North Korea has experienced a severe shortage of food and industrial goods since the 1990s. This has been exacerbated by a series of natural disasters and embargoes imposed by the international community. The shortage of food has led to an increase in malnutrition, with estimates suggesting that up to 20-30% of North Korean children are malnourished.
The shortage of food has also had a significant impact on the availability of certain medicines, fueling outbreaks of diseases such as tuberculosis, cholera and measles. These ailments have spread quickly in recent years, due largely to poor nutrition and improper medical care.
In recent years, North Korea has increasingly opened its markets to foreign investors, mainly in the form of Chinese and South Korean investor companies. As a result, there has been an increase in investment in the North Korean economy, particularly in the mineral and tourism sectors.
Quality of Life
The standard of living in North Korea is very low compared to most other countries. Access to electricity and running water is limited, and healthcare and education are inadequate. The majority of North Koreans have limited access to food and basic services, such as education and healthcare.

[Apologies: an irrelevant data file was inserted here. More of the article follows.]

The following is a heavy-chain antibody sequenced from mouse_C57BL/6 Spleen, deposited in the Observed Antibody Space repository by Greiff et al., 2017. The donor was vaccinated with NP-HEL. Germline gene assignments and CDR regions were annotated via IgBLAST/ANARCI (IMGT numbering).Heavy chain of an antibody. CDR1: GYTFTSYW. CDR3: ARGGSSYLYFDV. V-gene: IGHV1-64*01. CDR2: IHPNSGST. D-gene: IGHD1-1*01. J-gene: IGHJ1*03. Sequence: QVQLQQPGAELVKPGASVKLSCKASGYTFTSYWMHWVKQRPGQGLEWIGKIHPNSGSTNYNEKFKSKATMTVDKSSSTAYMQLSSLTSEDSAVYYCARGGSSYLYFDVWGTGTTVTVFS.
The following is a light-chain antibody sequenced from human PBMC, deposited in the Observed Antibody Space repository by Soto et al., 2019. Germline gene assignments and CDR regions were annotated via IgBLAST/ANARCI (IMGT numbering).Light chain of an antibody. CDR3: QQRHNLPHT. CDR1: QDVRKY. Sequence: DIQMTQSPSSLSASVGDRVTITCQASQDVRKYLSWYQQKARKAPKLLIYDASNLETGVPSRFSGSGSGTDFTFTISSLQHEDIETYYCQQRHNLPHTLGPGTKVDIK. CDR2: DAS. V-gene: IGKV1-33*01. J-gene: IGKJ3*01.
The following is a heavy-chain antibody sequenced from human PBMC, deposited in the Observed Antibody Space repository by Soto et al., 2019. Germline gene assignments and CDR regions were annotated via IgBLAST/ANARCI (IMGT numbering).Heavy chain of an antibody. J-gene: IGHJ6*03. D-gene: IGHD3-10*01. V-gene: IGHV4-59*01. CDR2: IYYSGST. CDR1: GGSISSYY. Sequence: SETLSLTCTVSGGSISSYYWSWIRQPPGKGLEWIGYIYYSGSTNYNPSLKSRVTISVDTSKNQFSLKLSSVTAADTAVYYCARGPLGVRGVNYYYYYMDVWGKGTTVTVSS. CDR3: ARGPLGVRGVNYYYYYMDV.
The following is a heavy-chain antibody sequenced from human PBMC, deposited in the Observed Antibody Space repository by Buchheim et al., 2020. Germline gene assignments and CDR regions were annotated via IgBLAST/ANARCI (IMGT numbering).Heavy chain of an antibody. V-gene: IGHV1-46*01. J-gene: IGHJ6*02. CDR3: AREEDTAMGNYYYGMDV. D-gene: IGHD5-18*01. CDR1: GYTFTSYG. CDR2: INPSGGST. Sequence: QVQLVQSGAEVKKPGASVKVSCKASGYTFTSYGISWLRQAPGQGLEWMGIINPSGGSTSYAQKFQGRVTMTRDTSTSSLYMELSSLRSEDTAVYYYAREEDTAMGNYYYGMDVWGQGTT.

The majority of North Koreans live in poverty, and there is an increasing disparity between the wealthy and the poor. The wealth gap has grown wider in recent years, and the majority of the population has seen their quality of life deteriorate.
The economy of North Korea is largely dependent on the government and the military, and there is very little room for independent economic activities. This has resulted in the majority of North Koreans relying on the government for employment, which in turn leads to a lack of job security.
The government has attempted to provide citizens with basic necessities, such as food, electricity and water, but these services are often unreliable and scarce. In addition, North Korea’s gambling and prostitution industries are largely unregulated and many North Korean women are coerced into engaging in these activities for financial gain.
The general lack of advanced infrastructure has meant that North Koreans are often cut off from the rest of the world. The government strictly regulates the possession of mobile phones, computers and the access to the internet, which further limits the ability of North Koreans to communicate and access information.
Freedom of Speech and Information
The North Korean government maintains its control over the population through widespread censorship and punishment for any criticism of the government or its policies. There is no freedom of speech or press in North Korea, and information from outside the country is heavily restricted and controlled.
The North Korean government also imposes severe restrictions on the use of the internet, and access to the internet is largely limited to officials and those with special permission. As a result, most North Koreans have limited access to information about the outside world, as well as news about the politics and policies of their own country.